I just feel that requiring an opening tag no longer makes sense. PHP has matured beyond dynamic web pages, and is used more and more for full web applications. PHP still makes the assumptions of a templating engine. It's almost like PHP needs two modes, an application/scripting mode, and a template mode (like Ruby's ERB). In your apache configuration, you could apply the template mode to all files of a particular extension, e.g. phpt. Within php itself, to load a template, you should have to use something other than require() or include(), such as template() or render(). A method such as template() or render() would return the output, rather than send it straight back to the browser. Then you wouldn't need to capture the output using output buffer functions.
In application mode, mod_php could add extra smarts, such as forking the parsed PHP program for every request, or instantiate a new application object for each request, instead of re-parsing everything - this behaviour should be out of the box, you shouldn't need 3rd party extensions to achieve this.
By the way, I'm not switching from Ruby. PHP just looked like a more suitable option for a simple file based CMS I have in mind (and no, it's not like any other CMS currently out there), though on further investigation, PHP's lack of a single-point of entry makes this a little more difficult (this goes back to having an application mode in mod_php).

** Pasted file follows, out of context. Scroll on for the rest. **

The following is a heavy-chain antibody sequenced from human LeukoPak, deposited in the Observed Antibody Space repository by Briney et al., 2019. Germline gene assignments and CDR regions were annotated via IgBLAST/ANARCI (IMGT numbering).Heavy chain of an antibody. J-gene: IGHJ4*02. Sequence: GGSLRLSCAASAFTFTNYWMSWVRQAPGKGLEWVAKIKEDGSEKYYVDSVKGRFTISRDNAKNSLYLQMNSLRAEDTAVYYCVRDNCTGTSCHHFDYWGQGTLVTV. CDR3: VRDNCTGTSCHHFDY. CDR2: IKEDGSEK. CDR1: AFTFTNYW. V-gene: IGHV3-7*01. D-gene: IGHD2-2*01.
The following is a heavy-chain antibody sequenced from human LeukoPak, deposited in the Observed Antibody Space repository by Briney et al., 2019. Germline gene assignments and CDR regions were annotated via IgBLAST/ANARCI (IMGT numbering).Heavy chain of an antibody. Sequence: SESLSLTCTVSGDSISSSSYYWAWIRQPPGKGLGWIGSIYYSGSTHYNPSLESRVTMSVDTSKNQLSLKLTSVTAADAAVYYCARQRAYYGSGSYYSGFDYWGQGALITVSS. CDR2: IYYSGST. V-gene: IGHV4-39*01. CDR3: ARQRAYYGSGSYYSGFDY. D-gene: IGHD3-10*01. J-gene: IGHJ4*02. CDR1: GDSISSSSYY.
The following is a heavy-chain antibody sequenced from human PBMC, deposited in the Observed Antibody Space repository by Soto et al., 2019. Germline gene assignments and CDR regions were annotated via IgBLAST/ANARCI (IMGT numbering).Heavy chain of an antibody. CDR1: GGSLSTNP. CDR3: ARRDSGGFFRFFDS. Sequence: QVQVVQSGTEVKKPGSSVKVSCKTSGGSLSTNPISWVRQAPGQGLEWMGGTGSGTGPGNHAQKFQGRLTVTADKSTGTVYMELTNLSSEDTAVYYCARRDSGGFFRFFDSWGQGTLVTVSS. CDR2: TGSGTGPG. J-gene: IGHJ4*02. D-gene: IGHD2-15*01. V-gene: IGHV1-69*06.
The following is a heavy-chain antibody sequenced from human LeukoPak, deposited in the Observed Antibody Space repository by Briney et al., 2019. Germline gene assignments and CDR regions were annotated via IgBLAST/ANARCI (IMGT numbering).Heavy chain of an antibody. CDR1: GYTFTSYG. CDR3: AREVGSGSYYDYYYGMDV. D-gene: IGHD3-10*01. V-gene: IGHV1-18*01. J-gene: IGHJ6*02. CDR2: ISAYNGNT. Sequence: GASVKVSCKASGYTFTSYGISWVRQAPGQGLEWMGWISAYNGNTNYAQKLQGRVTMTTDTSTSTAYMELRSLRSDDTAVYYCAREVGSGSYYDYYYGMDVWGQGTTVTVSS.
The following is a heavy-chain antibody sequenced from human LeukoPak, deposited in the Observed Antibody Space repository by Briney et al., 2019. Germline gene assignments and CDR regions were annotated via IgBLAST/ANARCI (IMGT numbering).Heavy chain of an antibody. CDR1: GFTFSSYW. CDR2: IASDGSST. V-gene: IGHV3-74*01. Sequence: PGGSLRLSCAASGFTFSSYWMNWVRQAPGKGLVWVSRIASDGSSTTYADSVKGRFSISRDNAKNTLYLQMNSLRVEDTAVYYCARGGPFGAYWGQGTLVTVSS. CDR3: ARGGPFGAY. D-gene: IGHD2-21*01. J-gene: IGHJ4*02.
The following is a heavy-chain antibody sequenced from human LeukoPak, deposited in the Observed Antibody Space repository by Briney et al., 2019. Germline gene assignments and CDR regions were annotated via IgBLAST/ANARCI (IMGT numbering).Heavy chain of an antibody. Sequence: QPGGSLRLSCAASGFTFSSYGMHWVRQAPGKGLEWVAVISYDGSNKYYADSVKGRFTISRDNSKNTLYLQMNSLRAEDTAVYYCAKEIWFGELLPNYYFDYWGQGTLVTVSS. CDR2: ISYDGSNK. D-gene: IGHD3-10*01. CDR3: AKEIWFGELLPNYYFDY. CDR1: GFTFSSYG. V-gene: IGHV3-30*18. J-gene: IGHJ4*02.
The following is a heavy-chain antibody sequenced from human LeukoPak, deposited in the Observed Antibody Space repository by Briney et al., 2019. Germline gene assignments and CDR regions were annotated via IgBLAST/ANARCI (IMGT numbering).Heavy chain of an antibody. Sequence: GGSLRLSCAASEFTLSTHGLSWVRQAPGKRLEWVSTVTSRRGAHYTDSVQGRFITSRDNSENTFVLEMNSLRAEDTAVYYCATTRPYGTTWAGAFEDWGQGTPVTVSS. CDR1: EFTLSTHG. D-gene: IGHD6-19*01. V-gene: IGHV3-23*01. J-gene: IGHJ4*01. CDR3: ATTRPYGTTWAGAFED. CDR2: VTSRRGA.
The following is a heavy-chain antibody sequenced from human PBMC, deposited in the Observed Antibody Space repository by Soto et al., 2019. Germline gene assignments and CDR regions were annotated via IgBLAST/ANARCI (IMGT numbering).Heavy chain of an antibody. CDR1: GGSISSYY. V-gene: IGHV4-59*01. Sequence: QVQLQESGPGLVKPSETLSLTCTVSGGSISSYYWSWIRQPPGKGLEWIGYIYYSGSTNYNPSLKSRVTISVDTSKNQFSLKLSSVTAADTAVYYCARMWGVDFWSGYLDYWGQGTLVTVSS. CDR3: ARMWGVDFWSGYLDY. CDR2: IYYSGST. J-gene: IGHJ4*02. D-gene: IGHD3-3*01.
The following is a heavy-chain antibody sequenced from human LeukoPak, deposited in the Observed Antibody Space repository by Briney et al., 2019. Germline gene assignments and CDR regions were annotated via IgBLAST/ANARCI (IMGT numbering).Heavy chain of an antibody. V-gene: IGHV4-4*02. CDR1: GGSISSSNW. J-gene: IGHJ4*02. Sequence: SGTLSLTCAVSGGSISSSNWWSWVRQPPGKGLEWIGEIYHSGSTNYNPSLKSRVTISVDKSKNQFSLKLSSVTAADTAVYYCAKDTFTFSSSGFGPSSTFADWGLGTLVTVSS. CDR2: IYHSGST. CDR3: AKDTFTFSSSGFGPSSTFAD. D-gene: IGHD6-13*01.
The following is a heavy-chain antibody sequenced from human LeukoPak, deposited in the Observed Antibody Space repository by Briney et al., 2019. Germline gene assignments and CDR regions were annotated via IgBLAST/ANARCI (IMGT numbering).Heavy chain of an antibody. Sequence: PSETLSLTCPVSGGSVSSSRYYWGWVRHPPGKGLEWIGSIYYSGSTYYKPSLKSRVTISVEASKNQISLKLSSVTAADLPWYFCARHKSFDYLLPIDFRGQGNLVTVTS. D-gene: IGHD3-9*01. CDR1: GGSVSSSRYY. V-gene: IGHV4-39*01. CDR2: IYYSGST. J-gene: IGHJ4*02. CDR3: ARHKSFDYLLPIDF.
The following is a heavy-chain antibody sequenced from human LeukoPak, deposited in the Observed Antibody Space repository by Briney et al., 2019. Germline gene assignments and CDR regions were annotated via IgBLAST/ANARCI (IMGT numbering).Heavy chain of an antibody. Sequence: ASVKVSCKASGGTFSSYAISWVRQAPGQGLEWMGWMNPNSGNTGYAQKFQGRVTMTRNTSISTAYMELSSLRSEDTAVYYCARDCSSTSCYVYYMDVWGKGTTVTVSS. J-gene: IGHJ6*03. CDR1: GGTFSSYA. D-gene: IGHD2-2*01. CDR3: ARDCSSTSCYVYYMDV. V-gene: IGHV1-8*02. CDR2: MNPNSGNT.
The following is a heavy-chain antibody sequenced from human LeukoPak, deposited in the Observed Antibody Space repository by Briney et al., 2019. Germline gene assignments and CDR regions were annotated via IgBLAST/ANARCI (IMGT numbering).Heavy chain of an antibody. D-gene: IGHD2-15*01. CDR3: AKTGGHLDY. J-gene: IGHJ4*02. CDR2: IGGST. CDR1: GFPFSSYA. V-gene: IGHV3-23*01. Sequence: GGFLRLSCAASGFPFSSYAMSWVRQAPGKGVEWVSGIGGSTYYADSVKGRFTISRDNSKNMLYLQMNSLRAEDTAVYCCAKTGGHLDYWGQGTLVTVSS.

PHP has a couple of things going for it. First, it's a template engine out of the box. You don't want to throw this away, as it's why PHP become popular, and it's still very useful. The other thing is that PHP provides traditional object-orientated constructs, such as Classes, Interfaces, Traits, etc, while still being a dynamic language. I'm sure for all the major PHP, it's the traditional and familiar language constructs that probably make PHP so popular among more serious programmers. I say all this because people often fear that changing PHP too much will have it lose the things unique to it, but that's not true if the changes you make are thoughtful.